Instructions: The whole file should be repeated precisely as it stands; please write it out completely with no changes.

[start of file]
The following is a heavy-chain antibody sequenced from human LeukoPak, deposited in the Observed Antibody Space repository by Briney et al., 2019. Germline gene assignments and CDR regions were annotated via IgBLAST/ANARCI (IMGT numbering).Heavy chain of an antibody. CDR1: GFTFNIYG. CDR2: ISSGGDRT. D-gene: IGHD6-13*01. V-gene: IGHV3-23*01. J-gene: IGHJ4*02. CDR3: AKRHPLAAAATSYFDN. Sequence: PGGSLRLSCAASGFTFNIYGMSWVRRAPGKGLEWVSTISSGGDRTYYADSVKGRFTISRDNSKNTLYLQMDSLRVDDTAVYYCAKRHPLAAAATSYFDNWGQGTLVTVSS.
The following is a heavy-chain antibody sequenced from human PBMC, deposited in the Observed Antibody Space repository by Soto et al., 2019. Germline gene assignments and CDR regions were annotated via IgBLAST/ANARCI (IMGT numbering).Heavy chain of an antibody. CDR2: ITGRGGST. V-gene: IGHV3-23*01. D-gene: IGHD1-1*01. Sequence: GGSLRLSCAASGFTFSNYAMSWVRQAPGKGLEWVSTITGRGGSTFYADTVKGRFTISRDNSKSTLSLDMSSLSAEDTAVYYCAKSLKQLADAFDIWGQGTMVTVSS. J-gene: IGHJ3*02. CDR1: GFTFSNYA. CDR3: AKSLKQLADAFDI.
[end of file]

The following is a heavy-chain antibody sequenced from human LeukoPak, deposited in the Observed Antibody Space repository by Briney et al., 2019. Germline gene assignments and CDR regions were annotated via IgBLAST/ANARCI (IMGT numbering).Heavy chain of an antibody. CDR1: GFTFNIYG. CDR2: ISSGGDRT. D-gene: IGHD6-13*01. V-gene: IGHV3-23*01. J-gene: IGHJ4*02. CDR3: AKRHPLAAAATSYFDN. Sequence: PGGSLRLSCAASGFTFNIYGMSWVRRAPGKGLEWVSTISSGGDRTYYADSVKGRFTISRDNSKNTLYLQMDSLRVDDTAVYYCAKRHPLAAAATSYFDNWGQGTLVTVSS.
The following is a heavy-chain antibody sequenced from human PBMC, deposited in the Observed Antibody Space repository by Soto et al., 2019. Germline gene assignments and CDR regions were annotated via IgBLAST/ANARCI (IMGT numbering).Heavy chain of an antibody. CDR2: ITGRGGST. V-gene: IGHV3-23*01. D-gene: IGHD1-1*01. Sequence: GGSLRLSCAASGFTFSNYAMSWVRQAPGKGLEWVSTITGRGGSTFYADTVKGRFTISRDNSKSTLSLDMSSLSAEDTAVYYCAKSLKQLADAFDIWGQGTMVTVSS. J-gene: IGHJ3*02. CDR1: GFTFSNYA. CDR3: AKSLKQLADAFDI.